Pink Floyd's Roger Waters made headlines last month by calling for a boycott of Israel, saying he has urged other musicians to boycott the country in support for Palestine. But he told HuffPost Live host Josh Zepps Monday that he is now rethinking that position.
"I am considering my position," Waters said of the boycott. "The letter asking my fellow musicians to boycott Israel has never appeared. I am thinking all of this through extremely carefully and I'm thinking it all through extremely carefully because I care more about the outcome, because I care about the people involved, than I do about the moment."
Waters said that he is being "very, very careful to avoid some kind of dramatic moment that could very easily blow up" and undermine his influence in the longer term.
Waters was recently scheduled to speak at the 92nd Street Y in New York, but his appearance was canceled.
"If you were to ask Susan Engel, who's the director of lectures at 92Y, why she won't speak to anybody about the cancellation of my talk...she won't speak to you. She won't speak to anyone," Waters said. "I've asked and asked and asked, and in the end I just gave up."
Engel did not respond to The Huffington Post's request for comment.
"My little piece [at 92Y] was headed, 'Not To Talk Is Not An Option,'" Waters said. "The main thrust of my argument or any argument that I might have with 92Y is: not to talk is not an option."
Despite reconsidering his position on the boycott of Israel, Waters reaffirmed his criticism of the Israel government, saying it is focused more on short-term tactics than long-term strategy, which he says should be geared towards peace and human rights for everyone in the region.
"The occupation and the settlement building is an impregnable obstacle to peace," Waters said. "There can never be peace unless the occupation ends and the settlement building ends."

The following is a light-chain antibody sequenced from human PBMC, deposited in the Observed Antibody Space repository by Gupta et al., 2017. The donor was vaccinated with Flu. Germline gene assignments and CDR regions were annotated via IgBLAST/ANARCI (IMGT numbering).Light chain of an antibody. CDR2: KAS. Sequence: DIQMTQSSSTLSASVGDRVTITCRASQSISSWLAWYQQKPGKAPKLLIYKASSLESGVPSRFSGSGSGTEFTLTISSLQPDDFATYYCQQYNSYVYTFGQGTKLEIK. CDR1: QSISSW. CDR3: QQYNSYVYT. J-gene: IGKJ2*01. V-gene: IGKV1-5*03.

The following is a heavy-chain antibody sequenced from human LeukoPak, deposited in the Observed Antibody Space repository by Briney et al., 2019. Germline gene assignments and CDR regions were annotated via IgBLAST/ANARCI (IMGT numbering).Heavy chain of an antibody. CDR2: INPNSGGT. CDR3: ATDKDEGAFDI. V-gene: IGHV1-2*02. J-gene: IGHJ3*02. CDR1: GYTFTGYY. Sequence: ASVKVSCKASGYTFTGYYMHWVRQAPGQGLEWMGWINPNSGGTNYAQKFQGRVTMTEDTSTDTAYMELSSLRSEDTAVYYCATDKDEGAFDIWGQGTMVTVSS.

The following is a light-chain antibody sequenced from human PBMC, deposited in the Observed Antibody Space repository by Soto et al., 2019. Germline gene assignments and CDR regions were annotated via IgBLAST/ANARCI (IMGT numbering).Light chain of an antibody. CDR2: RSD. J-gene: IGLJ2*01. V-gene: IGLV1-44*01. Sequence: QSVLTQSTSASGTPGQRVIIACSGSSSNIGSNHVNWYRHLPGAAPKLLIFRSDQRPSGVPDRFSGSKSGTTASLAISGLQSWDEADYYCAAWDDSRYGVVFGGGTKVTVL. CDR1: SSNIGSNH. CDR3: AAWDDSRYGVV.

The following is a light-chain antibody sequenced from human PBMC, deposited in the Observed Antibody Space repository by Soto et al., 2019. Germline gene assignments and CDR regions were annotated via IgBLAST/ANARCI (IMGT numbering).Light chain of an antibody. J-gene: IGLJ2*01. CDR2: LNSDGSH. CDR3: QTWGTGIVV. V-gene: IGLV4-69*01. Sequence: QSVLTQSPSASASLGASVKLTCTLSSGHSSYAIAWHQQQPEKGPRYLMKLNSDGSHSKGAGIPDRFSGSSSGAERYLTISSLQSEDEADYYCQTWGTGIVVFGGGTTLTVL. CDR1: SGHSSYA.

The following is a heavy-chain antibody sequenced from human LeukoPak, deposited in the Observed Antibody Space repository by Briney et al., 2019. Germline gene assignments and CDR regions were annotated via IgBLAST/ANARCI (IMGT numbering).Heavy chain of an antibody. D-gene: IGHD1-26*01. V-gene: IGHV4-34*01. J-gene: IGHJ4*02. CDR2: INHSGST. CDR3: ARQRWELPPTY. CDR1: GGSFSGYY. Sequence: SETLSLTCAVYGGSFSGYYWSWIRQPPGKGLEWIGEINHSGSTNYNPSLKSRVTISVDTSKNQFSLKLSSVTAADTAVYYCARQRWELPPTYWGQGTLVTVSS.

Waters said that the strategic goal for the region "should be a solution of the Palestinian refugee problem, an end to the occupation, security and the right to lead a decent life for all the citizens of Israel, both the Jewish citizens and the Palestinian citizens."
"That's the goal that those of us who actually care about people are attempting to encourage," he said.
Waters also said that the United States government is standing in the way of peace in the region by exercising its veto in the UN Security Council:
"If it hadn't been for the U.S. use of the veto, there would've been UN resolutions trying to steer the Israeli government into a more strategic direction, a direction which is more likely to bring forward the outcome that everybody who cares about people all over the world are desperate to see. That we'll raise the blockade in Gaza and give a chance for there to be peace talks. The possibility for a two-state solution...is almost beyond us now because of the settlements. Which the United States could stop tomorrow. Now why don't they? I don't know, you don't know."